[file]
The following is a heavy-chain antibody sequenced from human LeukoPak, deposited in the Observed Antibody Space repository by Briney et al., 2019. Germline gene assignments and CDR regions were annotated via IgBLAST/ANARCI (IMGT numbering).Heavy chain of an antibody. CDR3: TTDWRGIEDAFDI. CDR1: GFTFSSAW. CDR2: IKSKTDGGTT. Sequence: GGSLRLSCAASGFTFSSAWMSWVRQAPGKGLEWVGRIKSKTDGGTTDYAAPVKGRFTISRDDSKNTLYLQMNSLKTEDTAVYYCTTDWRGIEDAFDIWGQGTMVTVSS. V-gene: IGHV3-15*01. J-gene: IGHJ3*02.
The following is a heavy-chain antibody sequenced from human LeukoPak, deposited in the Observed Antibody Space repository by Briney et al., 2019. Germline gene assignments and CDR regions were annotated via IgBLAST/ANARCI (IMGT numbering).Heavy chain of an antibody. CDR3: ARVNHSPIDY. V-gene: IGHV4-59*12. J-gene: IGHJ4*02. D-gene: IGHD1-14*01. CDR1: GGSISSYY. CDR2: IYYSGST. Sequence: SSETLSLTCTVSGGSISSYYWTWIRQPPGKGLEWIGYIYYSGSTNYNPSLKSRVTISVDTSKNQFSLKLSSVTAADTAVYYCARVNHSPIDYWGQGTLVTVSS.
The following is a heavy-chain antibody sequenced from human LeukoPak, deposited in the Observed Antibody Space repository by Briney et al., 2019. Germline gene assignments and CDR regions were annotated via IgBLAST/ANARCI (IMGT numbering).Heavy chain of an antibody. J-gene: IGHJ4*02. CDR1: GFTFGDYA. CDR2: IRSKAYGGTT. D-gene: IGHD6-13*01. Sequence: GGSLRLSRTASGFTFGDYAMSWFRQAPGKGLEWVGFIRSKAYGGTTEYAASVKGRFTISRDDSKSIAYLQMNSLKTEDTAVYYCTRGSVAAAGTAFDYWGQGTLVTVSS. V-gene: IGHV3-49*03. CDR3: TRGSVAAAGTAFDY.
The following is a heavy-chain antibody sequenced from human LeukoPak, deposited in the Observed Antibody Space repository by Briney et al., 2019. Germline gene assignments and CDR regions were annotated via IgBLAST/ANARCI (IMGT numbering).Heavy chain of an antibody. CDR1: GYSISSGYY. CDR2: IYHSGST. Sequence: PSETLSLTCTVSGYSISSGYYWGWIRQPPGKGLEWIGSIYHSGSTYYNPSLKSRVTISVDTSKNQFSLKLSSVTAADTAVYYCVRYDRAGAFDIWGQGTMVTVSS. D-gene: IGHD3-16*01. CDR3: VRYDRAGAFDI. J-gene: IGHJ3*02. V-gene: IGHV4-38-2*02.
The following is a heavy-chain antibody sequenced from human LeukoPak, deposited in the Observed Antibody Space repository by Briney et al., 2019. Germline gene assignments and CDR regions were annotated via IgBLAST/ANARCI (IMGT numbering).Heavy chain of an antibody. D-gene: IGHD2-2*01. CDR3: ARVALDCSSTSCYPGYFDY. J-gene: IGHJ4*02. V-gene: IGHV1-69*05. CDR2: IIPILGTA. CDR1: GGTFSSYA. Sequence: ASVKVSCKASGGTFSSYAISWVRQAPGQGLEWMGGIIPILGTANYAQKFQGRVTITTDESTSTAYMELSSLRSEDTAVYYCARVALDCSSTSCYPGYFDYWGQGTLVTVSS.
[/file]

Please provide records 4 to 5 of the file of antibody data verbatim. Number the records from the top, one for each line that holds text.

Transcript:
The following is a heavy-chain antibody sequenced from human LeukoPak, deposited in the Observed Antibody Space repository by Briney et al., 2019. Germline gene assignments and CDR regions were annotated via IgBLAST/ANARCI (IMGT numbering).Heavy chain of an antibody. CDR1: GYSISSGYY. CDR2: IYHSGST. Sequence: PSETLSLTCTVSGYSISSGYYWGWIRQPPGKGLEWIGSIYHSGSTYYNPSLKSRVTISVDTSKNQFSLKLSSVTAADTAVYYCVRYDRAGAFDIWGQGTMVTVSS. D-gene: IGHD3-16*01. CDR3: VRYDRAGAFDI. J-gene: IGHJ3*02. V-gene: IGHV4-38-2*02.
The following is a heavy-chain antibody sequenced from human LeukoPak, deposited in the Observed Antibody Space repository by Briney et al., 2019. Germline gene assignments and CDR regions were annotated via IgBLAST/ANARCI (IMGT numbering).Heavy chain of an antibody. D-gene: IGHD2-2*01. CDR3: ARVALDCSSTSCYPGYFDY. J-gene: IGHJ4*02. V-gene: IGHV1-69*05. CDR2: IIPILGTA. CDR1: GGTFSSYA. Sequence: ASVKVSCKASGGTFSSYAISWVRQAPGQGLEWMGGIIPILGTANYAQKFQGRVTITTDESTSTAYMELSSLRSEDTAVYYCARVALDCSSTSCYPGYFDYWGQGTLVTVSS.